Recent research finds more protein is needed as we age – necessary to keep muscles and joints strong and enable the body to manufacture substances, like hemoglobin, insulin, neurotransmitters and others.
To be strong, seniors need to focus mainly on two things: strength training and protein in their diet.
Seniors are taking advantage of weight-training classes, yoga, aqua aerobics and even spinning, and the pluses are worth the effort: improved strength and balance, stronger heart and lungs and a lower risk of diabetes or a bone fracture.
But to reap the benefits, seniors need to pay attention to what they eat, too. Recent research finds more protein is needed as we age – necessary to keep muscles and joints strong and enable the body to manufacture substances, like hemoglobin, insulin, neurotransmitters and others.
The recommended dietary allowance is for adults to divide their body weight by three to get the number of grams recommended – for example, 50 grams of protein for a 150-pound person.
Researchers at The University of Arkansas for Medical Sciences, Department of Geriatrics, are finding that is too low to improve muscle mass, strength and function in the elderly, and they recommend almost doubling the amount.
As the research continues, experts say it is prudent for seniors to aim for halving their weight number – for example, 75 grams for a 150-pound person or 60 grams for 120 pounds.
Better food choices
Experts recommend switching to a high-protein breakfast after middle age, which is when we start to lose muscle mass. Options could be a yogurt smoothie with fruit, a vegetable omelet or oatmeal with milk rather than water.
Although grains and vegetables supply an average of 3 grams of protein per half-cup serving, the bulk of dietary protein should come from animal sources or soy protein because they contain an essential amino acid, called leucine, found to stimulate muscle building.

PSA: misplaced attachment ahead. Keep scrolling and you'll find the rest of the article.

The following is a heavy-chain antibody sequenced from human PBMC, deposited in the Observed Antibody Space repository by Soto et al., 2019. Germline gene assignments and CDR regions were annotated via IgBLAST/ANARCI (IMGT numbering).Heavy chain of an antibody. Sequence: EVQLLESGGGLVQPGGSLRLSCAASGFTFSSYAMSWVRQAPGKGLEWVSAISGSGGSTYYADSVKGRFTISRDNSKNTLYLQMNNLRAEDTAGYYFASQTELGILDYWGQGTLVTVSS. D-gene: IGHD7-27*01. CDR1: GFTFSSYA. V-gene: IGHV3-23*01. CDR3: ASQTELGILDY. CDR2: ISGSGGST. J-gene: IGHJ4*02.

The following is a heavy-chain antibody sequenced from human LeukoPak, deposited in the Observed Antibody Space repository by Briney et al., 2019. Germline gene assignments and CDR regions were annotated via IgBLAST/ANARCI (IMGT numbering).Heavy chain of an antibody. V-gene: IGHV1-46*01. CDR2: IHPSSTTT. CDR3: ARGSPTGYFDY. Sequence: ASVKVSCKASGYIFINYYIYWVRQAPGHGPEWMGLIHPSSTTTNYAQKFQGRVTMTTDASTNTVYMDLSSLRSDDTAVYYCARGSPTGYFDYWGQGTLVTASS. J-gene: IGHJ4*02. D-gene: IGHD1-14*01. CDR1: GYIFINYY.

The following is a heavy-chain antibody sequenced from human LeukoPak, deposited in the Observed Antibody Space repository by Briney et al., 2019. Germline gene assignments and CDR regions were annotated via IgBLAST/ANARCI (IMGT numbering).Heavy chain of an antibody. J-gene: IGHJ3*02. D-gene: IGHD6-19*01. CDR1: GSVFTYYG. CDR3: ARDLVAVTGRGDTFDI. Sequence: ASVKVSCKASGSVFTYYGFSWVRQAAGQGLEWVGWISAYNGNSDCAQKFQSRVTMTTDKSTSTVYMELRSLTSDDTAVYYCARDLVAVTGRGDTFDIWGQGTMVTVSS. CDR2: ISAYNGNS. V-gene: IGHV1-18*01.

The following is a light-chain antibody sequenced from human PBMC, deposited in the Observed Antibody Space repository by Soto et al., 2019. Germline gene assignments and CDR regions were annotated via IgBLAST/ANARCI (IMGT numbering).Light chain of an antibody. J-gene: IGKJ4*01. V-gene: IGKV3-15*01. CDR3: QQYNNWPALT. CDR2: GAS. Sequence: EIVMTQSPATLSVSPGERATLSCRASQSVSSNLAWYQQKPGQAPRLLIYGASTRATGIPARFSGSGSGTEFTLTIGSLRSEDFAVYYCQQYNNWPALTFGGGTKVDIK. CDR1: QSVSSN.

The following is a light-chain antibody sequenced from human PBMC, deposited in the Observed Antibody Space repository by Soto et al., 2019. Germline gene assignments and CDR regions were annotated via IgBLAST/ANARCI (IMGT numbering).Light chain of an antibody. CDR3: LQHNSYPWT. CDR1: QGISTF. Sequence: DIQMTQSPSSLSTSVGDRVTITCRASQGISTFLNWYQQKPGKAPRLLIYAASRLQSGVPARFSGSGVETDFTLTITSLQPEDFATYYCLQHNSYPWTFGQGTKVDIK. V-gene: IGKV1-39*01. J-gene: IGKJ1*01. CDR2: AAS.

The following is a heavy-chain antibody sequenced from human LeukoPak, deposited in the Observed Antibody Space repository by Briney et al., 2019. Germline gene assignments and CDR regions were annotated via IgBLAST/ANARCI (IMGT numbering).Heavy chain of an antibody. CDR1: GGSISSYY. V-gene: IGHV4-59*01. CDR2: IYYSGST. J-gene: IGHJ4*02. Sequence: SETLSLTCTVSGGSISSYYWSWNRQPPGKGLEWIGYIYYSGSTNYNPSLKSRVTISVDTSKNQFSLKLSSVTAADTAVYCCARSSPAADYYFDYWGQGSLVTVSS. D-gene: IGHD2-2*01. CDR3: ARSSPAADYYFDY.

Whey protein in milk contains the richest concentration of leucine as well as eggs, meat, poultry, fish and other dairy products.
Each 1-ounce serving of meat, poultry or fish contains an average of 7 grams of protein. An egg contains 6 grams, and a cup of milk or a serving of yogurt is 8 grams. Greek yogurt and cottage cheese are more concentrated with about 17 grams of protein per serving. A veggie burger or 4 ounces of tofu has 14 to 18 grams.
Time it out
Active seniors should aim to eat protein-rich foods like yogurt, cottage cheese or a tuna sandwich right after exercise because this is when the body is primed to build muscle, and it helps improve strength.
Spread out protein during the day because the body can only use 30 grams at a meal or snack for muscle building. Instead of choosing 6 to 8 ounces of chicken breast at dinner, for example, a better option is to eat half that serving at lunch. Aim for balanced meals and snacks that contain protein to meet the daily protein aim.
To avoid weight gain and excess saturated fat, choose leaner chicken, turkey and white fish (same protein content but roughly half the calories per ounce compared to beef) and fat-free or low-fat milk, yogurt and cottage cheese. If lactose intolerance is a problem, try lactose-free varieties or soy milk.
Joan Endyke is a registered dietitian with a master’s degree in food and nutrition. Send your questions to her at www.wicked goodhealth.com. This column is not intended to diagnose or treat disease. Check with your doctor before changing your diet.